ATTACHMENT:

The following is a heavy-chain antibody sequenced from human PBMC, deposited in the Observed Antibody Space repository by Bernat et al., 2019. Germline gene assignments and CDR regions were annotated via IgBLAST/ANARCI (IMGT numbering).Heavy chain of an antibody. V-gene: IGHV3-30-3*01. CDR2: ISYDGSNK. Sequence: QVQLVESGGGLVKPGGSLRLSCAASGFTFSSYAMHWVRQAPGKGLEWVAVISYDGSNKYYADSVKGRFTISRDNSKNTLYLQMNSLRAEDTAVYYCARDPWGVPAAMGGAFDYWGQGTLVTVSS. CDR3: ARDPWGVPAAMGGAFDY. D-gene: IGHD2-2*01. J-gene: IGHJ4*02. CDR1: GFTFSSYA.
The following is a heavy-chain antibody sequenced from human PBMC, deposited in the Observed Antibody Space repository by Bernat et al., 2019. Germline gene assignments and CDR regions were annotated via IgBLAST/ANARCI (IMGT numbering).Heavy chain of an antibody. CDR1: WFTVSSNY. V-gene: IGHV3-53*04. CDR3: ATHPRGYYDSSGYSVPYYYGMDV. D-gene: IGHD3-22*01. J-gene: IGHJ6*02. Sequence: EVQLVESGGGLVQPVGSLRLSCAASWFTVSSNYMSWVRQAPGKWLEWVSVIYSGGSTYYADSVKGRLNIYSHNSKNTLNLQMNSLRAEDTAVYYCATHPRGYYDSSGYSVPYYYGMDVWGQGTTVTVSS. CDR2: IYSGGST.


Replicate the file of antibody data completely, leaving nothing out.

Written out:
The following is a heavy-chain antibody sequenced from human PBMC, deposited in the Observed Antibody Space repository by Bernat et al., 2019. Germline gene assignments and CDR regions were annotated via IgBLAST/ANARCI (IMGT numbering).Heavy chain of an antibody. V-gene: IGHV3-30-3*01. CDR2: ISYDGSNK. Sequence: QVQLVESGGGLVKPGGSLRLSCAASGFTFSSYAMHWVRQAPGKGLEWVAVISYDGSNKYYADSVKGRFTISRDNSKNTLYLQMNSLRAEDTAVYYCARDPWGVPAAMGGAFDYWGQGTLVTVSS. CDR3: ARDPWGVPAAMGGAFDY. D-gene: IGHD2-2*01. J-gene: IGHJ4*02. CDR1: GFTFSSYA.
The following is a heavy-chain antibody sequenced from human PBMC, deposited in the Observed Antibody Space repository by Bernat et al., 2019. Germline gene assignments and CDR regions were annotated via IgBLAST/ANARCI (IMGT numbering).Heavy chain of an antibody. CDR1: WFTVSSNY. V-gene: IGHV3-53*04. CDR3: ATHPRGYYDSSGYSVPYYYGMDV. D-gene: IGHD3-22*01. J-gene: IGHJ6*02. Sequence: EVQLVESGGGLVQPVGSLRLSCAASWFTVSSNYMSWVRQAPGKWLEWVSVIYSGGSTYYADSVKGRLNIYSHNSKNTLNLQMNSLRAEDTAVYYCATHPRGYYDSSGYSVPYYYGMDVWGQGTTVTVSS. CDR2: IYSGGST.